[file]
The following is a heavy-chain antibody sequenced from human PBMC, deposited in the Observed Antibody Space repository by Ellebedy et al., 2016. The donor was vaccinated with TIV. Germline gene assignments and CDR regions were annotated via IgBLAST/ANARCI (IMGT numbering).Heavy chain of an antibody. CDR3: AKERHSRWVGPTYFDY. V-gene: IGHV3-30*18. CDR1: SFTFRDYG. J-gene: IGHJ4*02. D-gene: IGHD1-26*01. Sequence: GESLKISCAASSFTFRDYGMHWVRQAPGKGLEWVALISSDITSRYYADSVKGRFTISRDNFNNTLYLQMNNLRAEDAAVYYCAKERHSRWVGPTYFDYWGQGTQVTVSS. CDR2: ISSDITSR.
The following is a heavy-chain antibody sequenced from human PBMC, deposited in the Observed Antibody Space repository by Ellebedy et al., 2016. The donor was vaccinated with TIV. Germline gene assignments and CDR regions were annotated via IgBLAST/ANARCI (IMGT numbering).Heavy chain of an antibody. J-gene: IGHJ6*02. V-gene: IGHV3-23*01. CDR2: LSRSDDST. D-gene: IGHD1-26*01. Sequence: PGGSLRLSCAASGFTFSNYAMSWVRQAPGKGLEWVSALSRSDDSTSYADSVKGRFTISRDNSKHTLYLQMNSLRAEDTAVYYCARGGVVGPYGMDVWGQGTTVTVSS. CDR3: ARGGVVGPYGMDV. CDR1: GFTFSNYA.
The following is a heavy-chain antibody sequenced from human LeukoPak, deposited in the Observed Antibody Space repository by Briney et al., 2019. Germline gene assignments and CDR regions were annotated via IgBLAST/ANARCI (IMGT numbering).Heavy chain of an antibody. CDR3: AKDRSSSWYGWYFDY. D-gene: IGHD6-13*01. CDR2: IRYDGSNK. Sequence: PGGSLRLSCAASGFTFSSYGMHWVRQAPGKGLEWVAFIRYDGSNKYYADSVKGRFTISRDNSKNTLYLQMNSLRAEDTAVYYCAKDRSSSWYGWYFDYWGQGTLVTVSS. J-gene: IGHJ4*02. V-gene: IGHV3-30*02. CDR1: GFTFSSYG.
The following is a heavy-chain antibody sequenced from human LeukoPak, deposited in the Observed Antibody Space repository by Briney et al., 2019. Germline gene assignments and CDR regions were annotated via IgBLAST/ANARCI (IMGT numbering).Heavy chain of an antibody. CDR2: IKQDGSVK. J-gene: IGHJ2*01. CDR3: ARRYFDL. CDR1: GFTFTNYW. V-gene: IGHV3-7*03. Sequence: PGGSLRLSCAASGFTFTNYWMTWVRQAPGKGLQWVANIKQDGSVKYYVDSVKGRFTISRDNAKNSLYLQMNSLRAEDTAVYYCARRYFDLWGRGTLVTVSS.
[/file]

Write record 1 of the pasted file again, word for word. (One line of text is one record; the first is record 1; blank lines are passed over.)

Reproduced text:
The following is a heavy-chain antibody sequenced from human PBMC, deposited in the Observed Antibody Space repository by Ellebedy et al., 2016. The donor was vaccinated with TIV. Germline gene assignments and CDR regions were annotated via IgBLAST/ANARCI (IMGT numbering).Heavy chain of an antibody. CDR3: AKERHSRWVGPTYFDY. V-gene: IGHV3-30*18. CDR1: SFTFRDYG. J-gene: IGHJ4*02. D-gene: IGHD1-26*01. Sequence: GESLKISCAASSFTFRDYGMHWVRQAPGKGLEWVALISSDITSRYYADSVKGRFTISRDNFNNTLYLQMNNLRAEDAAVYYCAKERHSRWVGPTYFDYWGQGTQVTVSS. CDR2: ISSDITSR.